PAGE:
The President’s Directive is a tremendous step forward. It not only further explains the President’s vision, but it provides an aggressive roadmap and timeline for getting Federal, State and local governments to improve transparency, increase participation and collaboration. San Francisco is proud to have responded early to the President’s call for open government with our Open Data Directive and DataSF initiatives. The President’s Directive will help San Francisco improve and extend our goal of a more transparent and open City.
“The Open Government Directive is a great starting point for the open-gov movement in the federal government; however, one thing to consider is whether open data is truly “usable” data for our constituents. Instead of just putting datasets online for mashup artists, we should also focus on the interface our citizens will use to get the information. In addition, multi-agency collaboration starting on the local level will be a very important key to the overall initiative’s success. Overall, I think the directive is good move in the right direction for the federal government.”
“We’ve all been eagerly awaiting the OGD and it’s not a let down by any stretch. It will lend support and clarification to what is a complex issue for our government: how to become more open, transparent and participatory. What we’re seeing here is the innovative use of technology and smart policy to unleash the talent of the American people. I’m most excited about how the work we’ve done on Apps for Democracy will soon be institutionalized throughout federal agencies when OMB releases guidance for how to use challenges, prizes and other incentives for stimulating citizen driven innovation.”
“This directive represents a significant step toward the presidentâ€™s goals of transparency, public participation and collaboration. One element that I would like to see emphasized as part of the implementation is a concerted, systemic effort to improve the tools government employees have available to collaborate internally. For me, improved internal collaboration is an essential element to developing the framework for a more fully engaged and responsive government. Imagine a world where cross-departmental information flow was so robust that citizens could interact with ANY agency on ANY issue and could get a timely, complete and helpful response.”
“Open Government Directive is a great first step in the open gov/Gov 2.0 movement. While the data and transparency piece is important, I’m most interested in how agencies create their own open gov plans and what actions they take from their planning exercise. I believe most of the movement for open gov starts when it is done at the agency level and solving true mission needs.”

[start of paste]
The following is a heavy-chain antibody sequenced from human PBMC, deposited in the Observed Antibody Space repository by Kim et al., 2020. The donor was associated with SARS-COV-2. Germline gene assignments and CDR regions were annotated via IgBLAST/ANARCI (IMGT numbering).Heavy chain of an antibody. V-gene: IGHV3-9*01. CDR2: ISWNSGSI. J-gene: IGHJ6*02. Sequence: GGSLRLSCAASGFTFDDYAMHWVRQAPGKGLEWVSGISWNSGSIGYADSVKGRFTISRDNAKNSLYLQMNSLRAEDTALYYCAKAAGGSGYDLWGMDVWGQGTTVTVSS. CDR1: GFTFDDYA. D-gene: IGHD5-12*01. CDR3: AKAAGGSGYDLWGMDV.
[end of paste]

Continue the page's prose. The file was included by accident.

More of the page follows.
“This is a great and ambitious plan that’s particularly challenging in terms of both logistics and technology. It is the equivalent of the “putting a man on the moon” of the Transparency movement in the federal government. Challenging, awe-inspiring and risky.”
“I am concerned that some may use the document and its compliance deadlines as a simple checklist. However, as did the president’s January open government memo, this document empowers the growing ranks of Gov 2.0 innovators. Its guidance on data release and standards is also valuable and needed.”
“I think this is a great step to formalize a process and â€œmovementâ€ that has already been spreading throughout government. I would have like to have seen more guidance around transparency, participation and collaboration from an interagency standpoint versus just citizen interaction, but believe that could be a natural output as agencies strive to meet the various deadlines. It will also be interesting to see how quickly and enthusiastically agencies respond to a directive which lays out new unfunded mandates given the many priorities they are already juggling.”
The most important part of the directive, in my opinion, is the attachment with guidance on plan formulation. The thought put into that means agencies do not have to recreate the wheel when formulating their own plan. The part of the directive that we all need to watch out for abuse on: it seems to apply to all other than OMB and above. Yet history has shown those are the ones we need the most openness from.
“I am thrilled to see the emphasis on open government this directive represents. I hope to see government agencies able to meet the deadlines for action established by the Open Government Directive. I also want to see citizen participation in determining the high value data sets to be published. Since this directive also requires the data be published in an open format, it will be nice to have documents available where the data is not shielded within the pdf format.”